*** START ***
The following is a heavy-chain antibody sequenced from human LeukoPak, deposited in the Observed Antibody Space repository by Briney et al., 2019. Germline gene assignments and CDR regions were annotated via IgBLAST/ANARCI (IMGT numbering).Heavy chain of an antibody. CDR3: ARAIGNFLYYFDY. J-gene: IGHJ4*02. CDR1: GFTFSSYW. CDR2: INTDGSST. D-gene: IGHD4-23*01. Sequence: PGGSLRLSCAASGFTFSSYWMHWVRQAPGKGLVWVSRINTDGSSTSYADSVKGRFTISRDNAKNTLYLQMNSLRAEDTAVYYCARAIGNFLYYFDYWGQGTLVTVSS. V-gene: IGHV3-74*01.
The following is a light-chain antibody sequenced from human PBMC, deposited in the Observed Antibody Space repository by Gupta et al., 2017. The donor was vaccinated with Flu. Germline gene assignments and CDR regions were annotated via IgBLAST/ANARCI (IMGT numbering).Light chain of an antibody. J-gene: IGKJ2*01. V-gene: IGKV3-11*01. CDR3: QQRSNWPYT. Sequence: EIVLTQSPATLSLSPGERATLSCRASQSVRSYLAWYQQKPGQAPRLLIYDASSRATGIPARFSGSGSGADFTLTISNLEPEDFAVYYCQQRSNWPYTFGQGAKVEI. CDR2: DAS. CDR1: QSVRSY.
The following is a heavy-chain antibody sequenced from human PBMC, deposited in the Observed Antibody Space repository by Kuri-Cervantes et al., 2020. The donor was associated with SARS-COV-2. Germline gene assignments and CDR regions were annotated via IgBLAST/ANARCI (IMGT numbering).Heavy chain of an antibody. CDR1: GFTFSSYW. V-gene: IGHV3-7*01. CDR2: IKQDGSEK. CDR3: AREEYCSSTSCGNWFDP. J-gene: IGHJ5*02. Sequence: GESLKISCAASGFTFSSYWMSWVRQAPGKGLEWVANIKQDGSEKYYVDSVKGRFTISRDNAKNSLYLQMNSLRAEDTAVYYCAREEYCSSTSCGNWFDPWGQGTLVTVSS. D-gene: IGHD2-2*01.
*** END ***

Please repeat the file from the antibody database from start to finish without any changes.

The following is a heavy-chain antibody sequenced from human LeukoPak, deposited in the Observed Antibody Space repository by Briney et al., 2019. Germline gene assignments and CDR regions were annotated via IgBLAST/ANARCI (IMGT numbering).Heavy chain of an antibody. CDR3: ARAIGNFLYYFDY. J-gene: IGHJ4*02. CDR1: GFTFSSYW. CDR2: INTDGSST. D-gene: IGHD4-23*01. Sequence: PGGSLRLSCAASGFTFSSYWMHWVRQAPGKGLVWVSRINTDGSSTSYADSVKGRFTISRDNAKNTLYLQMNSLRAEDTAVYYCARAIGNFLYYFDYWGQGTLVTVSS. V-gene: IGHV3-74*01.
The following is a light-chain antibody sequenced from human PBMC, deposited in the Observed Antibody Space repository by Gupta et al., 2017. The donor was vaccinated with Flu. Germline gene assignments and CDR regions were annotated via IgBLAST/ANARCI (IMGT numbering).Light chain of an antibody. J-gene: IGKJ2*01. V-gene: IGKV3-11*01. CDR3: QQRSNWPYT. Sequence: EIVLTQSPATLSLSPGERATLSCRASQSVRSYLAWYQQKPGQAPRLLIYDASSRATGIPARFSGSGSGADFTLTISNLEPEDFAVYYCQQRSNWPYTFGQGAKVEI. CDR2: DAS. CDR1: QSVRSY.
The following is a heavy-chain antibody sequenced from human PBMC, deposited in the Observed Antibody Space repository by Kuri-Cervantes et al., 2020. The donor was associated with SARS-COV-2. Germline gene assignments and CDR regions were annotated via IgBLAST/ANARCI (IMGT numbering).Heavy chain of an antibody. CDR1: GFTFSSYW. V-gene: IGHV3-7*01. CDR2: IKQDGSEK. CDR3: AREEYCSSTSCGNWFDP. J-gene: IGHJ5*02. Sequence: GESLKISCAASGFTFSSYWMSWVRQAPGKGLEWVANIKQDGSEKYYVDSVKGRFTISRDNAKNSLYLQMNSLRAEDTAVYYCAREEYCSSTSCGNWFDPWGQGTLVTVSS. D-gene: IGHD2-2*01.